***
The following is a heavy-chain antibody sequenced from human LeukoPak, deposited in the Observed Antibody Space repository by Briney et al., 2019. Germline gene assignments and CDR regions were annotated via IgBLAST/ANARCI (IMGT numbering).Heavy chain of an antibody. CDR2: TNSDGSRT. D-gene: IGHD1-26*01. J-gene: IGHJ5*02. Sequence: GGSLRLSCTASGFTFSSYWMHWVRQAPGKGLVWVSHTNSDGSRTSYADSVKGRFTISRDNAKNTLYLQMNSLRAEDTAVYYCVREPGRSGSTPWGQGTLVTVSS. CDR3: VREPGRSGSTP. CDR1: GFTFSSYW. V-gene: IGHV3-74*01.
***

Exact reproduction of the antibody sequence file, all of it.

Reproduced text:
The following is a heavy-chain antibody sequenced from human LeukoPak, deposited in the Observed Antibody Space repository by Briney et al., 2019. Germline gene assignments and CDR regions were annotated via IgBLAST/ANARCI (IMGT numbering).Heavy chain of an antibody. CDR2: TNSDGSRT. D-gene: IGHD1-26*01. J-gene: IGHJ5*02. Sequence: GGSLRLSCTASGFTFSSYWMHWVRQAPGKGLVWVSHTNSDGSRTSYADSVKGRFTISRDNAKNTLYLQMNSLRAEDTAVYYCVREPGRSGSTPWGQGTLVTVSS. CDR3: VREPGRSGSTP. CDR1: GFTFSSYW. V-gene: IGHV3-74*01.